Troll Game Jam

I tend to really like game jams because I always learn a lot of things during the 24-ish hours of non stop development, so when a friend told me he is organizing a small LD like competition, my coder senses went all tingly.

I’ve long been an advocate of diversity, so just for the fun of it I wanted to see if I can do a game based on Qt that could run on anything (anything as in every platform that supports Qt), so this time around I fired up QtCreator and started making the game.

Interestingly enough, it took around 6 hours to implement a standard game of snake and another 6 for the rest of the gameplay,  and I say that because everything is made in C++. When I started game development I transitioned to interpreted and JITed languages because pushing pixels in C++ was a very long process, even with existing frameworks, maybe it’s the development experience I’ve gained over the years, but that no longer seems to be true, so it’s definitely something that I’ll explore in the future.

Back to the game though, the idea was to create a game so buggy that it becomes a challenge to play it. I think I’ve managed to do that to some degree, however if you don’t want to take my word for it, you can download it here

lase shooting snakes

The classic game of snake with lasers

I’m calling it a troll game jam because the unofficial focus of the jam was trolling the other opponents, and since at least for now I’m the only one with a playable prototype, I think I might have lost that round, but on the other hand something pretty fun came out of it.

Android support soon to follow.

Pinballs’ story

I really like stories, generally because there’s something you can learn from them and I particularly enjoy dev stories because not only you learn from them, but at least in my case I end up learning something useful.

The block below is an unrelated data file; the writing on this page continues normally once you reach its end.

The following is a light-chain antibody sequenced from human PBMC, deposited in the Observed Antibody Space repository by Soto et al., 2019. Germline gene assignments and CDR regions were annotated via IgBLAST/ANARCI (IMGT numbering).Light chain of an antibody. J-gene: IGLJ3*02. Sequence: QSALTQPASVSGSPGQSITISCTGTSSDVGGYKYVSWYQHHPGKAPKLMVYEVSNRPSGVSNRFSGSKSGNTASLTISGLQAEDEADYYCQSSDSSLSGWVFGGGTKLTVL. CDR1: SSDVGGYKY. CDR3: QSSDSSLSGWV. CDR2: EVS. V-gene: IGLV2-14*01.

This dev story is about the reason that neat little time waster called pinball wasn’t included in any windows release after XP. I guess “management reasons” was a bit of a no-brainer, but often times software engineers stay overtime to make things they believe in happen, I for one have done so on some occasions, so my curiosity naturally settled on the question, why didn’t anyone really want pinball in the next release, the answer? poorly written code.

You know something is truly badly written when the guys writing the operating system it runs on can’t figure it out, as it turns out the issue was quickly diagnosed, but finding the actual code that created it was a bit like finding an accidental piece of hair in your lasagna. It’s too bad they didn’t get to the bottom of that floating point problem though, would’ve made for a better story in my opinion, but at least I can say I learned to be more wary of rounding errors.

Anyway, the story is here, make sure to read the comments as well, they provide some further interesting insight.

LPC: The Game

I started development on the game for the liberated cup and so far it’s going well enough for me to be able to talk a bit about it.

The basic idea would be to have a battle for territory spiced up with some one on one combat. Therefore I started with the following setup:

Image

Basically I started with the idea of the battle of the opposites, nature represented here by water and grass and destruction represented by barren rocks and lava. Now if you try to imagine that the picture above would be filled with art from liberated pixel cup awesome tilesets instead of my prototype, this is basically a 10×10 grid where the two should battle it out.

Rules are simple:

  • Each player starts with 20 life points
  • Each turn a player can attack his opponent, cast a spell, or create territory
  • When you attack the other player loses 1 life and goes 2 tiles back
  • If there’s not enough room to go back, the opposite player loses one life for each tile it doesn’t move(1 tile = -2 life, 2 tiles = -3 life)
  • When you create territory you can only create 2×2 blocks at one time
  • Territory created can be either walkable or not walkable
  • You cannot place a territory if it blocks every path to the other player
  • If you are on your territory when you start the round and your health is < 20, you get 1 life point back
  • You have a limited amount of territory you can build (I’m still working on the specifics)

Spells are something I’m going to detail later because they’re a work in progress.